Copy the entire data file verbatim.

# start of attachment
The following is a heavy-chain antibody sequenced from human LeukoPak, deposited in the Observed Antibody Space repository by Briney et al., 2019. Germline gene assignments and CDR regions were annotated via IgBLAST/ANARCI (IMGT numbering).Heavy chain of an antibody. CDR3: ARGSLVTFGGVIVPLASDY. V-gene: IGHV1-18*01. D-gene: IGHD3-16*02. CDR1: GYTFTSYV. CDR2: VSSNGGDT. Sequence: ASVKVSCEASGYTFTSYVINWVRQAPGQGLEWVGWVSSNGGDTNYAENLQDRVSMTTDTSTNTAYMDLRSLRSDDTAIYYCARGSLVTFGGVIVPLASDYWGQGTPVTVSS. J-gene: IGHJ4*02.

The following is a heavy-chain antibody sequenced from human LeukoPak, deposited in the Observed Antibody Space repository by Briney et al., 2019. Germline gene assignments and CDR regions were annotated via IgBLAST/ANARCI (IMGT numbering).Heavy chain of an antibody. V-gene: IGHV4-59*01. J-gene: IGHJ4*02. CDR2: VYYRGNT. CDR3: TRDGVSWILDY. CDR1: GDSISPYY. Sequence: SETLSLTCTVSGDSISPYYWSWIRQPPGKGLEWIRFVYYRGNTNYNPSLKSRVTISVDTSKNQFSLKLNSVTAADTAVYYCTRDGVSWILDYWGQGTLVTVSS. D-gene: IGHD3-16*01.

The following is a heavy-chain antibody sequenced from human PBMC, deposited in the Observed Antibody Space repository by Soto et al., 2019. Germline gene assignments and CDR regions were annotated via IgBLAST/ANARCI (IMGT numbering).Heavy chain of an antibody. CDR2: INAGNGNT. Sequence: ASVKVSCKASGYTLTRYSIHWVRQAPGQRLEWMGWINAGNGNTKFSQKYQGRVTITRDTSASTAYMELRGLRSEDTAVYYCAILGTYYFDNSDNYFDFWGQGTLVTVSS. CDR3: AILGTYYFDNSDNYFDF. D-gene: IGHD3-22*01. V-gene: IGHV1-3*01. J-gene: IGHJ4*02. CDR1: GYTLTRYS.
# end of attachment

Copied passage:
The following is a heavy-chain antibody sequenced from human LeukoPak, deposited in the Observed Antibody Space repository by Briney et al., 2019. Germline gene assignments and CDR regions were annotated via IgBLAST/ANARCI (IMGT numbering).Heavy chain of an antibody. CDR3: ARGSLVTFGGVIVPLASDY. V-gene: IGHV1-18*01. D-gene: IGHD3-16*02. CDR1: GYTFTSYV. CDR2: VSSNGGDT. Sequence: ASVKVSCEASGYTFTSYVINWVRQAPGQGLEWVGWVSSNGGDTNYAENLQDRVSMTTDTSTNTAYMDLRSLRSDDTAIYYCARGSLVTFGGVIVPLASDYWGQGTPVTVSS. J-gene: IGHJ4*02.

The following is a heavy-chain antibody sequenced from human LeukoPak, deposited in the Observed Antibody Space repository by Briney et al., 2019. Germline gene assignments and CDR regions were annotated via IgBLAST/ANARCI (IMGT numbering).Heavy chain of an antibody. V-gene: IGHV4-59*01. J-gene: IGHJ4*02. CDR2: VYYRGNT. CDR3: TRDGVSWILDY. CDR1: GDSISPYY. Sequence: SETLSLTCTVSGDSISPYYWSWIRQPPGKGLEWIRFVYYRGNTNYNPSLKSRVTISVDTSKNQFSLKLNSVTAADTAVYYCTRDGVSWILDYWGQGTLVTVSS. D-gene: IGHD3-16*01.

The following is a heavy-chain antibody sequenced from human PBMC, deposited in the Observed Antibody Space repository by Soto et al., 2019. Germline gene assignments and CDR regions were annotated via IgBLAST/ANARCI (IMGT numbering).Heavy chain of an antibody. CDR2: INAGNGNT. Sequence: ASVKVSCKASGYTLTRYSIHWVRQAPGQRLEWMGWINAGNGNTKFSQKYQGRVTITRDTSASTAYMELRGLRSEDTAVYYCAILGTYYFDNSDNYFDFWGQGTLVTVSS. CDR3: AILGTYYFDNSDNYFDF. D-gene: IGHD3-22*01. V-gene: IGHV1-3*01. J-gene: IGHJ4*02. CDR1: GYTLTRYS.